Ada Gobetti’s Partisan Diary is an expanded version of the contemporary diary she kept from the day the Germans entered Turin in September 1943 through to liberation. First published in 1956 with an introduction by Italo Calvino, this is the first English translation. Gobetti was not only an extremely brave woman, she was a thoughtful and characterful writer. Partisan Diary is easy, exciting, beautiful and at times chilling to read.
She recounts the mundane and incredible. Preparing dinner for her family and often partisans, cleaning her house, then orchestrating acts of sabotage against the occupiers and their fascist partners. She observes the debates and frustrations of the partisans and political leaders and records the vagaries of the weather, the beauty of the mountains and countryside, her love for her son, often in contrast to round-ups and brutal murders.
A long time anti-fascist, the diary also charts Ada’s journey in the fight for women’s equality as she begins to recognise the importance of women in the struggle, eventually leading a number of important women’s groups and an underground newspaper fighting for not only the liberation of Italy but for the liberation of Italian women. In some of the most moving passages, Ada writes of her grief for mothers whose sons have been killed and of her fears for her son Paolo, himself a partisan.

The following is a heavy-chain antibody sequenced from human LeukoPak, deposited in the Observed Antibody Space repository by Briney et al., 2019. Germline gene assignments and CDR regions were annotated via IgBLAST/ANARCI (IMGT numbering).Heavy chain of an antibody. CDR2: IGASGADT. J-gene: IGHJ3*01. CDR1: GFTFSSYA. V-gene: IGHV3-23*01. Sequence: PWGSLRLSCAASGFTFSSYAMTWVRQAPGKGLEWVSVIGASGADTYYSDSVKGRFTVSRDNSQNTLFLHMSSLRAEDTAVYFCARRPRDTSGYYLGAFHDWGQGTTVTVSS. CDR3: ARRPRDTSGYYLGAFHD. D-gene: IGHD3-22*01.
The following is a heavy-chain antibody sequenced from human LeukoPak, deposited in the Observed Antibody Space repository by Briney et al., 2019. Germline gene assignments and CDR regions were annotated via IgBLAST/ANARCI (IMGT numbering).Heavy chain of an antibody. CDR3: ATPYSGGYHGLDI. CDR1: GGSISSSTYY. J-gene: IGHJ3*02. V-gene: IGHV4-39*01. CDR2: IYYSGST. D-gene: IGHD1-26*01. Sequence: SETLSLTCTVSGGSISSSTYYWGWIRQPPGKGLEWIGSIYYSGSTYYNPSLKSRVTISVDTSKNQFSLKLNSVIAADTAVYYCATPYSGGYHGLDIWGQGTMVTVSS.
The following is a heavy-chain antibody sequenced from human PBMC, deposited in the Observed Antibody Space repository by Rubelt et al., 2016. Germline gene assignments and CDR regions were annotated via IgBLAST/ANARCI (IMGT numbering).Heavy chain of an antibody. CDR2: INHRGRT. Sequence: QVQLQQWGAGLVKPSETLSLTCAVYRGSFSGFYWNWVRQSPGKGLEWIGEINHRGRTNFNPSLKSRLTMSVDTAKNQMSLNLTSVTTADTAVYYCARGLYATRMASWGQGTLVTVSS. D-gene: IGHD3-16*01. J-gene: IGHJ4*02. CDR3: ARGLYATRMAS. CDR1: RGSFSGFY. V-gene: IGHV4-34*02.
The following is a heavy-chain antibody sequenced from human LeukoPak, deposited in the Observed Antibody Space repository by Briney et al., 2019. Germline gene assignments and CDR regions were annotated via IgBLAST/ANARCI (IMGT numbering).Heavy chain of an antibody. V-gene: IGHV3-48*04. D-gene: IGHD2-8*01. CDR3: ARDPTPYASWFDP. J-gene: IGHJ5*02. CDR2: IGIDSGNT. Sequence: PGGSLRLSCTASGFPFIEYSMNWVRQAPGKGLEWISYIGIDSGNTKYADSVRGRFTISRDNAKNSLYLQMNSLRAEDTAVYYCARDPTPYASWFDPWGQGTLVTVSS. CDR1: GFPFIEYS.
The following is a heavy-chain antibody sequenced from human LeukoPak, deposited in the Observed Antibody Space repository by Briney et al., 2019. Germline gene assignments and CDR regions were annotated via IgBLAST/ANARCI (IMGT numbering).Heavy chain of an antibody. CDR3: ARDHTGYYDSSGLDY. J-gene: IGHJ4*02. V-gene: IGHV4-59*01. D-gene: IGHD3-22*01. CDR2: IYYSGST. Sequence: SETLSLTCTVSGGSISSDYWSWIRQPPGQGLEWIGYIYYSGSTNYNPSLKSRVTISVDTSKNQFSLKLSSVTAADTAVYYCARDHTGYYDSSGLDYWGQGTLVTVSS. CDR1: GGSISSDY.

It is impossible to read Ada’s account of slipping past the fascists to place flowers at the feet of the hanged body of a partisan without surge of emotion and pride. However while the immediacy of her diary makes it an exciting, authentic account, it does not allow for significant reflection and analysis. Gobetti was a liberal, as such she frames the events she describes as an adjunct to “liberation” by the Allied armies rather than as a potential social revolution, which is what it was.
It is a pity that despite being based in Turin, much of Gobetti’s story centres on her and Paolo’s ventures into the local countryside and their second home in Meana. Many of the memoirs that have been published are about the civil war in the countryside because that is where they could operate. Yet the most heroic resistance was in the cities.
When Gobetti was asked what she thought about the celebrations taking place on the anniversary of the Resistance, she replied, “It seems to me that they are wrapping it up with a beautiful label to send it to the museum”. Far too few people know the story of the Italian civil war and even fewer know how brave and decisive the role of Italian women was in that war. It is scandalous that such an important book has taken so long to be translated. Hopefully it is a presage of a closer interest in the partisans and the role of the women — unquestionably one of the epic moments in 20th century working class history.